TMA Monitoring Biden Administration’s “Test to Treat” Plan
By Joey Berlin

AntiviralMedication

The Texas Medical Association is keeping tabs on the Biden administration’s new “One-Stop Test to Treat” plan for COVID-19, which will feature distribution of two oral antiviral medications to hundreds of facilities nationwide for “on the spot” prescribing if a person tests positive.

The Biden administration on March 8 released details of the plan, which increases rapid availability of the antivirals but raised concern in organized medicine about how the new plan will affect the relationship between patients and their primary care physicians.

“Through this program, people who test positive for COVID-19 will be able to visit hundreds of local pharmacy-based clinics and federally qualified community health centers (FQHCs), and residents of long-term care facilities will in one stop, be assessed by a qualified health care provider who can prescribe antiviral pills on the spot,” the U.S. Department of Health and Human Services (HHS) said in a statement. “This ensures that, if people who are at high risk for developing severe disease test positive and if administration of an antiviral is appropriate, they can get treatment quickly and easily.”

An accompanying HHS fact sheet explained the agency “already distributes COVID-19 treatments, including oral antivirals, to states and territories for free on a weekly basis. All qualified heath care providers can prescribe these therapeutics to patients who are at increased risk for developing severe COVID-19.”

The new initiative involves sending the antiviral pills molnupiravir and Paxlovid to the participating pharmacy-based clinics, which was scheduled to begin on March 7. And HHS is launching a program for long-term care pharmacies to directly order antivirals to increase access to the drugs for their residents, the fact sheet explained.

“These pharmacy-based clinics and long-term care facilities join hundreds of FQHCs in our hardest-hit and highest-risk communities – these centers will provide access for people to get tested, receive a prescription from a health care provider if appropriate, and have their prescription filled, all at one convenient location,” the fact sheet said.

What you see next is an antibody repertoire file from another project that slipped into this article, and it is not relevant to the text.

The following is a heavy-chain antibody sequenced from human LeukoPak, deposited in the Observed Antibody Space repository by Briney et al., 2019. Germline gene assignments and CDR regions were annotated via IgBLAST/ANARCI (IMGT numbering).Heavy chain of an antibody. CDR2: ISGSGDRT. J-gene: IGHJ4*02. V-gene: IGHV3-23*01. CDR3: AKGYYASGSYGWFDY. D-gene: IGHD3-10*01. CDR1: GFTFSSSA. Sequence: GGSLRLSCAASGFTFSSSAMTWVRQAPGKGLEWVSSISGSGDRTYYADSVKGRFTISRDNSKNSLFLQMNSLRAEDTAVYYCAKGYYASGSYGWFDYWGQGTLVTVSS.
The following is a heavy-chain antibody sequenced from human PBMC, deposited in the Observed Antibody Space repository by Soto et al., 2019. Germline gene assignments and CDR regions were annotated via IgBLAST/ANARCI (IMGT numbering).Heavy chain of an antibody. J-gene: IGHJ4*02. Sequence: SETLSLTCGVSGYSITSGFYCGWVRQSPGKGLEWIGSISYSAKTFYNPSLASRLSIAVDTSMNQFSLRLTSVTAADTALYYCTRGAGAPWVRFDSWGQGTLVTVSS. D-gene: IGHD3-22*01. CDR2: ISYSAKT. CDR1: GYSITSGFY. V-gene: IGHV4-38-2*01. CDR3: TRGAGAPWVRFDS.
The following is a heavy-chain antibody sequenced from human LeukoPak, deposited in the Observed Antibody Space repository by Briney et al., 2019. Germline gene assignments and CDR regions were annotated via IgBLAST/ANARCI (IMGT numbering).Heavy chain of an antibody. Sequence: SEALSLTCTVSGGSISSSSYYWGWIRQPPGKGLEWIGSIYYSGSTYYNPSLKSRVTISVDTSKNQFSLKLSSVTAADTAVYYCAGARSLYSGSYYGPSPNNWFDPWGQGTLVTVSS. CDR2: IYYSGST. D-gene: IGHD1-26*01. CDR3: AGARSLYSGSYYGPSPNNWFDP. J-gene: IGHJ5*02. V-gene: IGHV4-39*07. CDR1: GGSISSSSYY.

After President Biden made an undetailed mention of the initiative in the State of the Union address – but before the HHS statement and fact sheet provided more clarity – the American Medical Association expressed concern with the pharmacy-based clinic part of the plan. AMA said that pharmacy-based clinics “typically treat simple illnesses such as strep throat,” and leaving “prescribing decisions this complex in the hands of people without knowledge of a patient’s medical history is dangerous in practice and precedent.”

“We urge patients who test positive for COVID-19 to contact their physician to discuss treatment options,” AMA President Gerald Harmon said in the statement. “COVID-19 is not strep throat – it is a complicated disease that has killed nearly 1 million people in the United States.”

TMA Associate Vice President of Public Affairs Michelle Romero said TMA would monitor implementation of the federal plan and balance the need for quick testing and treatment with the need to preserve the primary care physician’s role.

“We’re going to keep tabs on it. COVID is still a big public health concern,” she said. “[Federal officials] want people to get tested in a timely manner and of course get treated. But we don’t want this undermining the relationship [patients] have with their primary care physician and the medical home.”

HHS noted the initiative does not allow pharmacists themselves to prescribe Paxlovid or molnupiravir. “The Test to Treat initiative does not change existing requirements for a qualified health care provider to write the prescription,” the fact sheet said.

Besides patients who visit the participating facilities for a test, people who test positive for COVID at home will be able to use a Test to Treat location to receive a prescription and treatment at that facility “if eligible,” HHS said.

A federal Test to Treat website to find participating sites is anticipated to launch in the middle of this month.

Last Updated On

March 11, 2022

Originally Published On

March 11, 2022

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Joey Berlin

Managing Editor

(512) 370-1393
JoeyBerlinSQ

Joey Berlin is managing editor of Texas Medicine. His previous work includes stints as a reporter and editor for various newspapers and publishing companies, and he’s covered everything from hard news to sports to workers’ compensation. Joey grew up in the Kansas City area. He lives in Austin.

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